Hosie says she has experienced less harassment since she started panhandling with her fiance, who is also homeless.
According to Vetters, this is not unusual. Forming connections with other homeless youth, he says, is a matter of not just companionship but also protection. He describes the tendency of homeless youth to live in “street families,” small groups whose members look out for one another.
Even though there can be incidents of violence within certain street families, Vetters says, youth generally prefer living in groups rather than facing the dangers of living on their own.
The “street fam” community, Olson says, is something he values and wants to hold together.
“I don’t want to be alone,” he adds, as he sits with friends under the Out of Town News stand to take shelter from the rain.
BETWEEN RESIDENTS AND TRAVELERS
Unlike her other friends in the Square, Harley is only here temporarily.
“I’m not homeless,” she says. “I’m a gypsy—a nomad.”
Harley, who declined to give her last name, says her mother kicked her out of their Philadelphia home three years ago, and she—then 16—made her way to New York City. There, she says she met a group of travelers and eventually became their leader.
“In New York...they called me the ‘Gypsy Queen,’” she says, “because I ran with a band of gypsies that were all older than me, and I had their respect.”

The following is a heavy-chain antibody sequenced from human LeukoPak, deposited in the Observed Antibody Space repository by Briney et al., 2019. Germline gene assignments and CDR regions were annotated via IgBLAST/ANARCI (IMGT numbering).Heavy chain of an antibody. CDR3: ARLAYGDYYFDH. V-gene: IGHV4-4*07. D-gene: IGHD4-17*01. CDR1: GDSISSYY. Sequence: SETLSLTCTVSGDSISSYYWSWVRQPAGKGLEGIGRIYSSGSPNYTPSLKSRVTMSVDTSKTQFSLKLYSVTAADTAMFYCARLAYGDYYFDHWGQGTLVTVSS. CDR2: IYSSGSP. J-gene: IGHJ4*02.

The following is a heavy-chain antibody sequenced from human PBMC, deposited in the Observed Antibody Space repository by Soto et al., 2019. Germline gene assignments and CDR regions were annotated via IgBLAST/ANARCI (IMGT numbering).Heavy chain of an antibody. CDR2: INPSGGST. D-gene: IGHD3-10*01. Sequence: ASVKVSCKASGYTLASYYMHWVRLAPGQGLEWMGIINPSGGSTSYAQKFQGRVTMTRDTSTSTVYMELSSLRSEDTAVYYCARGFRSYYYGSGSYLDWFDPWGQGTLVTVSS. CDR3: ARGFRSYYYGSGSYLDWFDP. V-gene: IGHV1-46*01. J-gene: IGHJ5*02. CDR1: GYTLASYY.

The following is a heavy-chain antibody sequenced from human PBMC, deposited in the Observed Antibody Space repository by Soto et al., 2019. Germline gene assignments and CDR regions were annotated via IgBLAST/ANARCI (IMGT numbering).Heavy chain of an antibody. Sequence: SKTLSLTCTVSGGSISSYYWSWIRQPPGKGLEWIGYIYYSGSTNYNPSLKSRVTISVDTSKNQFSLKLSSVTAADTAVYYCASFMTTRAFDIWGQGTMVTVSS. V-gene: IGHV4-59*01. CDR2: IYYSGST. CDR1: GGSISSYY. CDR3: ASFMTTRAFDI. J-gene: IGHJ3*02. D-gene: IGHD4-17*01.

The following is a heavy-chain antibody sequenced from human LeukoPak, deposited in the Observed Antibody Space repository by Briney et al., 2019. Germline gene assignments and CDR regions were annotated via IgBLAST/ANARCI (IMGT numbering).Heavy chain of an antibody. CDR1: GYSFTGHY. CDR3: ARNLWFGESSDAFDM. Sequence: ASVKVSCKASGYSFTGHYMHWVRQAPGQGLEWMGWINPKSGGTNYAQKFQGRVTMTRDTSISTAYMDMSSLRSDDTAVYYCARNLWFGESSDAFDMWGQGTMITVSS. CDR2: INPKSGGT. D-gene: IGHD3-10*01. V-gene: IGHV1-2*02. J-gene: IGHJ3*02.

Cambridge’s youth homeless population can largely be divided into two groups: the resident homeless and the travelers. The resident homeless are primarily youths who have been forced out of steady shelter due to poverty or family disputes, whereas the travelers generally have chosen the lifestyle of wandering from city to city and living on the streets.
For both of these populations, Vetters says, substance abuse is an issue, with marijuana and alcohol abuse prevalent among resident homeless and heroin abuse more common among travelers.
Both groups also have higher rates of mental illness than the general population, he adds, and some psychological trauma stems from experiences with discrimination based on sexual orientation. Nationally, about 30 percent of homeless youth identify as LBGTQ, he says.
Meeting these medical needs can be difficult, Vetters says, because there is often a mutual misunderstanding between healthcare providers and the homeless youth they serve. The dangers of life on the street, he says, leave these young adults distrustful of new people—a baseline reaction that creates tension when youth interact with medical personnel in emergency care facilities.
“They’re not cosseted little kids who will say ‘Thank you, sir’ and appreciate everything that’s done for them in a simple way,” Vetters says. “They’ve had to fight for everything all the time and so their initial reaction is defensive, aggressive.”